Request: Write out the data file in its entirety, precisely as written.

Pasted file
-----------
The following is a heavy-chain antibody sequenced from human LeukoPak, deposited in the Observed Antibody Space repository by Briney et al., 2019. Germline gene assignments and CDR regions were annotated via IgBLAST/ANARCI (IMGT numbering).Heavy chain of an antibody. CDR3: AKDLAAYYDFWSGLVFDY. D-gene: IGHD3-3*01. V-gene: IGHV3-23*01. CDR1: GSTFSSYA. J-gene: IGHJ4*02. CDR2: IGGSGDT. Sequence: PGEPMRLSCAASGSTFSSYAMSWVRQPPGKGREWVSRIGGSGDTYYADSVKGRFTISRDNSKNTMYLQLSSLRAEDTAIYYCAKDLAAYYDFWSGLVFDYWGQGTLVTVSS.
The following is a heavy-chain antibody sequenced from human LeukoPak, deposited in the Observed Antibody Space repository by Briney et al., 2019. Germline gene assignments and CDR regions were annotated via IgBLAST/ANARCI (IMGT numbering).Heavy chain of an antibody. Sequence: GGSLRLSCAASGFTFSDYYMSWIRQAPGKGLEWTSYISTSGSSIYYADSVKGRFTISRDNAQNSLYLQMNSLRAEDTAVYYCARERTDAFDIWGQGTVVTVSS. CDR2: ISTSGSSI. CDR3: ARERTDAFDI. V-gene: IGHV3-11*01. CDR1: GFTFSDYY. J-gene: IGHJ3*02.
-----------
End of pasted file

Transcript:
The following is a heavy-chain antibody sequenced from human LeukoPak, deposited in the Observed Antibody Space repository by Briney et al., 2019. Germline gene assignments and CDR regions were annotated via IgBLAST/ANARCI (IMGT numbering).Heavy chain of an antibody. CDR3: AKDLAAYYDFWSGLVFDY. D-gene: IGHD3-3*01. V-gene: IGHV3-23*01. CDR1: GSTFSSYA. J-gene: IGHJ4*02. CDR2: IGGSGDT. Sequence: PGEPMRLSCAASGSTFSSYAMSWVRQPPGKGREWVSRIGGSGDTYYADSVKGRFTISRDNSKNTMYLQLSSLRAEDTAIYYCAKDLAAYYDFWSGLVFDYWGQGTLVTVSS.
The following is a heavy-chain antibody sequenced from human LeukoPak, deposited in the Observed Antibody Space repository by Briney et al., 2019. Germline gene assignments and CDR regions were annotated via IgBLAST/ANARCI (IMGT numbering).Heavy chain of an antibody. Sequence: GGSLRLSCAASGFTFSDYYMSWIRQAPGKGLEWTSYISTSGSSIYYADSVKGRFTISRDNAQNSLYLQMNSLRAEDTAVYYCARERTDAFDIWGQGTVVTVSS. CDR2: ISTSGSSI. CDR3: ARERTDAFDI. V-gene: IGHV3-11*01. CDR1: GFTFSDYY. J-gene: IGHJ3*02.